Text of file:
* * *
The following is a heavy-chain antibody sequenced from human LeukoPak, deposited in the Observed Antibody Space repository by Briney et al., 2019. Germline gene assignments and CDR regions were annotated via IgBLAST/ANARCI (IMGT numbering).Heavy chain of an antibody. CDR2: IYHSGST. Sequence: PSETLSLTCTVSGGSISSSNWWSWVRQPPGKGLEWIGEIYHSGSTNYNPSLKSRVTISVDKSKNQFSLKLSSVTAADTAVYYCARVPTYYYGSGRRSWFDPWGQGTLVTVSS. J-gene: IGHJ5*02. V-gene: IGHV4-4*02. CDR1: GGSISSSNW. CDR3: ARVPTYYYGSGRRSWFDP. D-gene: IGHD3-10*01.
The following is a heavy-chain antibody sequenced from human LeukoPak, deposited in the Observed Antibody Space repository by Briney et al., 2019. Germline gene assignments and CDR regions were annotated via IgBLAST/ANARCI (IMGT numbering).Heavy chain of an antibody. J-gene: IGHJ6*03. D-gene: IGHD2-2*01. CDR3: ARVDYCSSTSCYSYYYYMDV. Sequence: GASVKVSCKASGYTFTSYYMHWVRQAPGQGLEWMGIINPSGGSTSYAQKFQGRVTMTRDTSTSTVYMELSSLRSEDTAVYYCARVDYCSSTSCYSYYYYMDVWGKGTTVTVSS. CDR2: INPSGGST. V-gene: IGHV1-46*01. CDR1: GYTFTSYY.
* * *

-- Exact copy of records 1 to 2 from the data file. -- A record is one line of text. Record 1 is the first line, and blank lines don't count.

The following is a heavy-chain antibody sequenced from human LeukoPak, deposited in the Observed Antibody Space repository by Briney et al., 2019. Germline gene assignments and CDR regions were annotated via IgBLAST/ANARCI (IMGT numbering).Heavy chain of an antibody. CDR2: IYHSGST. Sequence: PSETLSLTCTVSGGSISSSNWWSWVRQPPGKGLEWIGEIYHSGSTNYNPSLKSRVTISVDKSKNQFSLKLSSVTAADTAVYYCARVPTYYYGSGRRSWFDPWGQGTLVTVSS. J-gene: IGHJ5*02. V-gene: IGHV4-4*02. CDR1: GGSISSSNW. CDR3: ARVPTYYYGSGRRSWFDP. D-gene: IGHD3-10*01.
The following is a heavy-chain antibody sequenced from human LeukoPak, deposited in the Observed Antibody Space repository by Briney et al., 2019. Germline gene assignments and CDR regions were annotated via IgBLAST/ANARCI (IMGT numbering).Heavy chain of an antibody. J-gene: IGHJ6*03. D-gene: IGHD2-2*01. CDR3: ARVDYCSSTSCYSYYYYMDV. Sequence: GASVKVSCKASGYTFTSYYMHWVRQAPGQGLEWMGIINPSGGSTSYAQKFQGRVTMTRDTSTSTVYMELSSLRSEDTAVYYCARVDYCSSTSCYSYYYYMDVWGKGTTVTVSS. CDR2: INPSGGST. V-gene: IGHV1-46*01. CDR1: GYTFTSYY.